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Natural gas prices ease in November, but they’re still REALLY high

Good news: For the first time in months, we’re seeing a decrease in natural gas prices. Bad news: November’s supply priceswhile lower than October–are higher than they were for most utilities in 2021, and they’re about about double to quadruple what they were two years ago, according to filings with the Illinois Commerce Commission (ICC). 

About 80 percent of Illinois homes heat with natural gas, and last winter was their most expensive since the cold season of 2008-09, with many customers paying hundreds of dollars more to heat their homes. And this winter could be worse. The Energy Information Administration, the statistical arm of the U.S. Energy Department, predicts Midwest consumers who heat their homes with natural gas will pay about 30 percent more this winter, and we’ve seen some predictions as high as 59 percent

Gas utilities file new supply prices– called the Purchased Gas Adjustment (PGA)– each month with the ICC. Below are the supply prices for November, and how they compare with the prices from last year. 

November Gas Prices 

Ameren Illinois 80.75 cents per therm (up about 19 percent from November 2021)
Consumers Gas 62.72 cents per therm (up about 15 percent from last November)
Illinois Gas 74.66 cents per therm (up about 57 percent from last November)
Liberty Utilities 75.88 cents per therm (up about 19 percent from last November)
MidAmerican Energy 73.08 cents per therm (down about 19 percent from last November)
Mt. Carmel $1.27 per therm (up about 35 percent from last November)
Nicor Gas $1.14 per therm (up about 68 percent from last November)
North Shore Gas 72.48 cents per therm (up about 6 percent from last November)
Peoples Gas 71.16 cents per therm (down about 4 percent from last November)

Note: Your utility is determined by where you live, so you cannot switch from one utility to another. 

Under Illinois law, gas utilities are not allowed to profit off supply prices—they pass those costs from gas producers and marketers onto customers with no markup. State regulators (and CUB) annually review the utilities’ gas-management procedures to ensure the companies did a reasonable job with their gas purchases, given market conditions, to hold down costs for consumers as much as possible.

Gas supply price spikes are a recurring theme in the fossil fuel industry–there was a jump in prices in the winter of 2008-09, and for a period in 2014. The latest spike was first caused by extreme weather in February of 2021. Record cold in the southern United States for a time froze gas in wellheads and pipelines, limiting supply just as demand went up. Since then, the high prices have been propped up by other developments, including Hurricane Ida in the summer of 2021 and the Russian invasion of Ukraine this year, that have combined to cause ongoing pain for Illinois consumers. The elevated gas prices have also caused electricity prices to skyrocket–because gas is often used to generate electricity.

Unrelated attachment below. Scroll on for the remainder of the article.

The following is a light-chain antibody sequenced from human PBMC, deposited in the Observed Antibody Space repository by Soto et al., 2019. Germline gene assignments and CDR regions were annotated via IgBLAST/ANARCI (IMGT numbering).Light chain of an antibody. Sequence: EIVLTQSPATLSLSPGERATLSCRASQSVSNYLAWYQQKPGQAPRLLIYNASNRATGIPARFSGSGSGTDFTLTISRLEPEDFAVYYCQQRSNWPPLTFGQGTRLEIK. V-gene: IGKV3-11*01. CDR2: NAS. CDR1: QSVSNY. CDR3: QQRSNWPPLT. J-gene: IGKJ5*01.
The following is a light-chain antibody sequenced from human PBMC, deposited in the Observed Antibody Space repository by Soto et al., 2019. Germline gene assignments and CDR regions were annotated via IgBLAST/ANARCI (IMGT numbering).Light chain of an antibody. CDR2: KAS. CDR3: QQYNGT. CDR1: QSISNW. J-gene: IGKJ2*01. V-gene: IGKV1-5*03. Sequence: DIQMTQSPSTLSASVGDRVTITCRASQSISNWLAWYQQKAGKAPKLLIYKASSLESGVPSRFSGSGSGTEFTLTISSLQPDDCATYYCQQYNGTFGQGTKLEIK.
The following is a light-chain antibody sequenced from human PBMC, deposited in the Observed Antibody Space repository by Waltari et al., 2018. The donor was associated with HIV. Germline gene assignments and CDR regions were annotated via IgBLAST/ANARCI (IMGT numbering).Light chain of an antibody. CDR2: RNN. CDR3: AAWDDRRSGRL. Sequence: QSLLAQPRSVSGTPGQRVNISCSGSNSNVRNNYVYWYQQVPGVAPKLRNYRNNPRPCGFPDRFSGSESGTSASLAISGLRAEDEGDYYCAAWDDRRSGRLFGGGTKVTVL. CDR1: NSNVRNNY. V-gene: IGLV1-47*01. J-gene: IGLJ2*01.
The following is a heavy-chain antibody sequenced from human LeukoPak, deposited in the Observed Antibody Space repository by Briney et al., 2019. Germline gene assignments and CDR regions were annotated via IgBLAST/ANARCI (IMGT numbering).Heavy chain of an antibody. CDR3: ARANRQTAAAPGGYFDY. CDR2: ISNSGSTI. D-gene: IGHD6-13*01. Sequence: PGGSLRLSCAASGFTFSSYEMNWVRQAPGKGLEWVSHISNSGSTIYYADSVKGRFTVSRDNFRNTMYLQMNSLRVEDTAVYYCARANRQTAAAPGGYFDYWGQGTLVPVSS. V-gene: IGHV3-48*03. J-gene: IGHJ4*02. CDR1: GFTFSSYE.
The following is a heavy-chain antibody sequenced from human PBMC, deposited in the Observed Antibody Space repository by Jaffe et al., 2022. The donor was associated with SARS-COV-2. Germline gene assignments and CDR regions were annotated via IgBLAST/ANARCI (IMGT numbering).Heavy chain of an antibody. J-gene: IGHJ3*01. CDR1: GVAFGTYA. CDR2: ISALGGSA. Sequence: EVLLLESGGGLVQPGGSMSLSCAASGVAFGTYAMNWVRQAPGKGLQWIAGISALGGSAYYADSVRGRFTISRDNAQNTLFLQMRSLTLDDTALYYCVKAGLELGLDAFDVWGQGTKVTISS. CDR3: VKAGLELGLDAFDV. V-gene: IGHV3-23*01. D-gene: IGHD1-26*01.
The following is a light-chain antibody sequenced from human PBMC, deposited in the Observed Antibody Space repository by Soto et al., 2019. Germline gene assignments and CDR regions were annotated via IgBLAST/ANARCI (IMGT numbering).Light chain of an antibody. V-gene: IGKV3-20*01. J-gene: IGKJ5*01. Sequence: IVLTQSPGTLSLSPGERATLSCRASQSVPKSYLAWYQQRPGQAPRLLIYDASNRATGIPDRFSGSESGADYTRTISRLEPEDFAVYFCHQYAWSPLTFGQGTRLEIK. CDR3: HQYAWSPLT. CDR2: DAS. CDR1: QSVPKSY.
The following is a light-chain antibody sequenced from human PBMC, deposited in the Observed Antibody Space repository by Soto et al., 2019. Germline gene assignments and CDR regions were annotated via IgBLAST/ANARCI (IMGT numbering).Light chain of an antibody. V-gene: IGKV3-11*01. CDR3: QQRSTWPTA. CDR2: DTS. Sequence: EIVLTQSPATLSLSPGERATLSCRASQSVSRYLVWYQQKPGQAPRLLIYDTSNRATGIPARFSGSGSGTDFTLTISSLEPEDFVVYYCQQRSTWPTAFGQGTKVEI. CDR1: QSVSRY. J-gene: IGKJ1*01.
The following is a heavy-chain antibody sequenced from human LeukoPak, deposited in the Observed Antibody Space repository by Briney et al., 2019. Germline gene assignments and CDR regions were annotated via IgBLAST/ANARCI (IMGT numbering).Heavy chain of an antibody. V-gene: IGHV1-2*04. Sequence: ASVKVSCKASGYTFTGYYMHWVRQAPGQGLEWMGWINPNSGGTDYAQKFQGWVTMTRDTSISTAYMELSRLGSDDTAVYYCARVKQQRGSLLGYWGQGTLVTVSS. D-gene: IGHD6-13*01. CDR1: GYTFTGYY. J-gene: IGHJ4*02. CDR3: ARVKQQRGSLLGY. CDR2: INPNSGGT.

But the gas utilities hide behind supply and demand excuses. There’s more to this story in Illinois: Aggressive spending and/or rampant rate hikes by Peoples Gas, Nicor Gas and Ameren Illinois also have contributed to skyrocketing gas bills.

While utilities cannot profit off gas supply, they have increased and profited off another part of the bill: the Delivery section, what they charge to deliver gas to homes. CUB is working to eliminate the “Qualified Infrastructure Plant” surcharge from Ameren, Nicor and Peoples Gas bills (Take Action!) The charge, which was created by a law the Illinois General Assembly passed in 2013, allows gas utilities to rake in revenue more quickly, leading to rapidly rising heating bills. Read our Q&A on high natural gas bills. 

So what can you do? 

  • See if you qualify for energy assistance. The application process for the Low Income Home Energy Assistance Program (LIHEAP) has reopened through May 31, 2023, or until funds are exhausted. Households at or below 200 percent of the federal poverty level are eligible for LIHEAP funding. To apply or learn more, visit www.helpillinoisfamilies.com or call the Help Illinois Families Assistance Line at 1-833-711-0374.
  • Contact your utility. If you are having trouble affording your gas bills, it is vital that you contact your utility. Ask if you qualify for any energy assistance programs; see if you can set up a payment plan to give you a longer time to pay off your bills; and inquire about no or low-cost energy efficiency programs the company offers.
  • Practice energy efficiency at home. For tips and information about helpful energy efficiency programs offered by your utility, visit CUB’s Clean Energy page. Also visit CUBHelpCenter.com for more information about energy assistance, tips on cutting your bills and your rights to avoid disconnection. Read our tips here and here. A summary:
  • Set your thermostat to 68 degrees when you are home and awake. When you’re asleep or away, you can turn it 7-10 degrees lower. NEVER go below 55 degrees, because you could freeze your pipes.
  • Reduce the drafts. Weatherize your windows and doors, and pinpoint other drafts in your home. Your hardware store has materials to seal those leaks.
  • Don’t overwork your heating system. Close blinds as an extra layer of protection against icy night winds. But let the sunlight through during the day to help heat your home. Clear radiators, registers, air returns and baseboards of obstructions. Dust, carpet and furniture can block the heat and leave a room chilly.
  • Clean or replace filters for a forced-air heating system. A dirty or non-functioning filter does nothing but drain money from your wallet. Check it every month—and clean or replace it if it’s dirty.